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Satanic spell, superstitious charm or echo of Edinburgh’s grisly underworld history? We examine the theories put forward to explain the strange tale of these tiny coffins, discovered on Arthur’s Seat almost 200 years ago.

A baffling mystery

In late June 1836, a group of boys headed out to the slopes of Arthur’s Seat in Edinburgh to hunt for rabbits. What they found there has remained a baffling mystery ever since.

In a secluded spot on the north-east side of the hill, the boys discovered a small cave in the rock, hidden behind three pointed slabs of slate. Concealed within were 17 miniature coffins.

Eight of these coffins survive to the present day, and are on display in the National Museum of Scotland. Few objects in our collection excite as much intrigue. Who made the intricate carved figures? Who did they represent? Who placed them in their secret sepulchre… and why?

Three of the Arthur's Seat miniature coffins, all open to reveal the dolls. Propped up for display with background image of a rocky hillside.

Three of the miniature coffins on display in the National Museum of Scotland.

Almost 200 years after their discovery, we attempt to unravel the mystery of the miniature coffins.

A rocky peak surrounded by green fields and gentle slopes, with a cloudy blue sky and bright sun.

Mystic coffins

Arthur’s Seat, the distinctive volcanic hill that rises up beyond Edinburgh’s Old Town, is a place steeped in history and mystery. Vaunted as a possible site for King Arthur’s fabled Camelot and home to the Celtic Votadini tribe in 400AD, over the centuries it’s been the scene of a medieval miracle, an 18th-century murder and a fictional encounter with the Devil.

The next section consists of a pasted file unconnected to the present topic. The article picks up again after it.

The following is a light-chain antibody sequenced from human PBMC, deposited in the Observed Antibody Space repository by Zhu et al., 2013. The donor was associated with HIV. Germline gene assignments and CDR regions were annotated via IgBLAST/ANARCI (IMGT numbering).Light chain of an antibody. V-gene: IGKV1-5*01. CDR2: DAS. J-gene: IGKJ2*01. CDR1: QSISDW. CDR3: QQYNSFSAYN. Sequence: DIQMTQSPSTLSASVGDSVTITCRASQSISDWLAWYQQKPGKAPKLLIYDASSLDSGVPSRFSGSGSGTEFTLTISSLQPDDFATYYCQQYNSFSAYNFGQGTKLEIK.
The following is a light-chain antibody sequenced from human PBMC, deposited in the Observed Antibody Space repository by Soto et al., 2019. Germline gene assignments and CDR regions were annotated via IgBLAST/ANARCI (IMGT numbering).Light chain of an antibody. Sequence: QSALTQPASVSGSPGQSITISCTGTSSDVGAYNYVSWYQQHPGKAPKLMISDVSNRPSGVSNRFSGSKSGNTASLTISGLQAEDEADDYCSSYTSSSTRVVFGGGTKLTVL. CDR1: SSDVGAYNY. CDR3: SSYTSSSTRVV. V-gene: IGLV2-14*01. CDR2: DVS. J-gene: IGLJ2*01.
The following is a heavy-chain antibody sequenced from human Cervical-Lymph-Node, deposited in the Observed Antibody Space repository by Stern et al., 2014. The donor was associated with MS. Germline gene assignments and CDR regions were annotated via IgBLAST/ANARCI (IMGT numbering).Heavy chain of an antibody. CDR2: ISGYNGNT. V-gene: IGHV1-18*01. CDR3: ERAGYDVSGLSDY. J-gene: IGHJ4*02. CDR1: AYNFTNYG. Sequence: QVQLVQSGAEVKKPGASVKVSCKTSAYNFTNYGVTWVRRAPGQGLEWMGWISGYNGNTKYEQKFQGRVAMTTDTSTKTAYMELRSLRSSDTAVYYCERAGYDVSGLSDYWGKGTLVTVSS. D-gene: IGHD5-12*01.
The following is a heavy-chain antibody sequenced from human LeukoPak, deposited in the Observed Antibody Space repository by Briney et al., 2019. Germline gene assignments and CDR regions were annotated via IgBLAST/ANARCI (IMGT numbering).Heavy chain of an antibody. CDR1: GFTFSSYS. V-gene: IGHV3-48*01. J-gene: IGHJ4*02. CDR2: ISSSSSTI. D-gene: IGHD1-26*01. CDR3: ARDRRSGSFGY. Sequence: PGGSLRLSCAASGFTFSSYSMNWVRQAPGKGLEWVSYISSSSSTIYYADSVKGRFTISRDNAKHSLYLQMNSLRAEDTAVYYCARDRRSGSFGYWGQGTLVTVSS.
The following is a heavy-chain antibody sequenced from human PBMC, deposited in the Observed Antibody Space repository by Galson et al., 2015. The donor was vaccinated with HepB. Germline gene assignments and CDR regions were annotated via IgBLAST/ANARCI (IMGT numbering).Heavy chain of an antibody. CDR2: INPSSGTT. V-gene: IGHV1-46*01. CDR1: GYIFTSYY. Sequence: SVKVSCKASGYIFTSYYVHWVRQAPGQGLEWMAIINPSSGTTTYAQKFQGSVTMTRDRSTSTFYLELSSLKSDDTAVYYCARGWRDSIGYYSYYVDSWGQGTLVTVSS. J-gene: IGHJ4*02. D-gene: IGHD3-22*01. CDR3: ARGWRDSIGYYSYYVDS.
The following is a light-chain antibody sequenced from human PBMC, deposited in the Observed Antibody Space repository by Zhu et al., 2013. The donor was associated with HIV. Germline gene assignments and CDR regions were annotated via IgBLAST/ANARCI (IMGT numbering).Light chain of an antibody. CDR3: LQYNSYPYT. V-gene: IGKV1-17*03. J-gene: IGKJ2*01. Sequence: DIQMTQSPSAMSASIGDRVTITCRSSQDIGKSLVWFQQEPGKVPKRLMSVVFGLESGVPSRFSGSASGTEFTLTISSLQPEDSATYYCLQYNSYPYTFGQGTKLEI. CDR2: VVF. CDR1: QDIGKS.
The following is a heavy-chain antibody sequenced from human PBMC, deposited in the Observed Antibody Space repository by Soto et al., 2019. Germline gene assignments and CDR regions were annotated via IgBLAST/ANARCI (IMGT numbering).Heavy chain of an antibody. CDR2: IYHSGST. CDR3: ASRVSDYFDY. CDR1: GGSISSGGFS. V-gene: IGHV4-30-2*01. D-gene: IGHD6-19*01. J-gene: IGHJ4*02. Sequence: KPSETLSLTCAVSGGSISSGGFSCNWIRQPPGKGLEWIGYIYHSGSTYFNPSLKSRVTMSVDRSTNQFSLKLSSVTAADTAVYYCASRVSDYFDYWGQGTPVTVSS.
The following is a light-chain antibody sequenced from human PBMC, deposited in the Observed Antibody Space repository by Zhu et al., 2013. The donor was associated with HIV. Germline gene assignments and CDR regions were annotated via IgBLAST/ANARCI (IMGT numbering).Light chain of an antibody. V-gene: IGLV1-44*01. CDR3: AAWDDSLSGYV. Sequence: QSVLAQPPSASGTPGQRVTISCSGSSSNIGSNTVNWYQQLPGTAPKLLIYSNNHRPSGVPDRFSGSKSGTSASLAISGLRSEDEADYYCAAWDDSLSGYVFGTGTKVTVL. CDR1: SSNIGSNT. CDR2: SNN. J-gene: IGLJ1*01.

But its strangest story began in June 1836, when a group of boys out rabbiting on the north-east side of the hill made a bizarre discovery: 17 ‘Lilliputian coffins’, concealed in a recess in the rock.  

Arthur’s Seat. © Saskia Heijltjes.

Neatly arranged

The tiny coffins were arranged under slates in three tiers: two tiers of eight and one solitary coffin on the top. Each coffin, only 95mm in length, contained a little wooden figure, carved and dressed in custom-made clothes that had been stitched and glued around them.

Close-up showing the detailing the carving and clothing of the Arthur's Seat Coffins.

Witchcraft and demonology

What were they doing there? The newspapers of the time fell on the story, and each had a different theory.

"Satanic spell-manufactory!" cried The Scotsman, the first paper to report the tale, in an article published on 16 July 1836:

"Our own opinion would be – had we not some years ago abjured witchcraft and demonology – that there are still some of the weird sisters hovering about Mushat’s Cairn [sic] or the Windy Gowl, who retain their ancient power to work the spells of death by entombing the likenesses of those they wish to destroy."

Superstitious customs

Off-yellow and grey lumpy mass of a very old, rotten-looking cow's heart, stuck with small black pins against a black background.

This calf’s heart stuck with pins, on display in the National Museum of Scotland, shows evidence of sympathetic magic practices being carried out in Scotland. However, x-rays have found no evidence of pins or pinholes in the Arthur’s Seat figures (H.NO 22)

A month later, the Edinburgh Evening Post proposed a more measured solution, claiming the coffins represented:

"An ancient custom which prevailed in Saxony, of burying in effigy departed friends who had died in a distant land."

The Caledonian Mercury added that:

"We have also heard of another superstition which exists among some sailors in this country, that they enjoined their wives on parting to give them “Christian burial” in an effigy if they happened [to be lost at sea]."